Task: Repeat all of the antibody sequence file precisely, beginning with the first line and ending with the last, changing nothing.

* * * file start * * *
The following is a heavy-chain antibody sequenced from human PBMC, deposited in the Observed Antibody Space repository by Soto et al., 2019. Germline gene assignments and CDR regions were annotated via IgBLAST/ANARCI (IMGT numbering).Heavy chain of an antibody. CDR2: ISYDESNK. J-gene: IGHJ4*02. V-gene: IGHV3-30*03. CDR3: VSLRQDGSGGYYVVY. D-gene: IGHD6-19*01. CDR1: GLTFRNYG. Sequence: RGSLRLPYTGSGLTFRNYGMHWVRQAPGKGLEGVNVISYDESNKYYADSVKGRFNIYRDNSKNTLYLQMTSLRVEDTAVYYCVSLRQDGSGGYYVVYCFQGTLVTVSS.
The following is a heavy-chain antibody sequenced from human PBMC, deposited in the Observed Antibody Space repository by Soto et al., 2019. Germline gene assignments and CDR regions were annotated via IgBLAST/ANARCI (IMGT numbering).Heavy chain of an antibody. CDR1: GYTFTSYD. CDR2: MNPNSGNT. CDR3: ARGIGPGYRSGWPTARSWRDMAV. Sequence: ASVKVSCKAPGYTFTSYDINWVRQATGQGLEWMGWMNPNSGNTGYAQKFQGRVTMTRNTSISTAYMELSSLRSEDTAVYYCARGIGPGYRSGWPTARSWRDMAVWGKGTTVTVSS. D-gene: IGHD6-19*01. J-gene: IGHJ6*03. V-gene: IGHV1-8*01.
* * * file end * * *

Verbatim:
The following is a heavy-chain antibody sequenced from human PBMC, deposited in the Observed Antibody Space repository by Soto et al., 2019. Germline gene assignments and CDR regions were annotated via IgBLAST/ANARCI (IMGT numbering).Heavy chain of an antibody. CDR2: ISYDESNK. J-gene: IGHJ4*02. V-gene: IGHV3-30*03. CDR3: VSLRQDGSGGYYVVY. D-gene: IGHD6-19*01. CDR1: GLTFRNYG. Sequence: RGSLRLPYTGSGLTFRNYGMHWVRQAPGKGLEGVNVISYDESNKYYADSVKGRFNIYRDNSKNTLYLQMTSLRVEDTAVYYCVSLRQDGSGGYYVVYCFQGTLVTVSS.
The following is a heavy-chain antibody sequenced from human PBMC, deposited in the Observed Antibody Space repository by Soto et al., 2019. Germline gene assignments and CDR regions were annotated via IgBLAST/ANARCI (IMGT numbering).Heavy chain of an antibody. CDR1: GYTFTSYD. CDR2: MNPNSGNT. CDR3: ARGIGPGYRSGWPTARSWRDMAV. Sequence: ASVKVSCKAPGYTFTSYDINWVRQATGQGLEWMGWMNPNSGNTGYAQKFQGRVTMTRNTSISTAYMELSSLRSEDTAVYYCARGIGPGYRSGWPTARSWRDMAVWGKGTTVTVSS. D-gene: IGHD6-19*01. J-gene: IGHJ6*03. V-gene: IGHV1-8*01.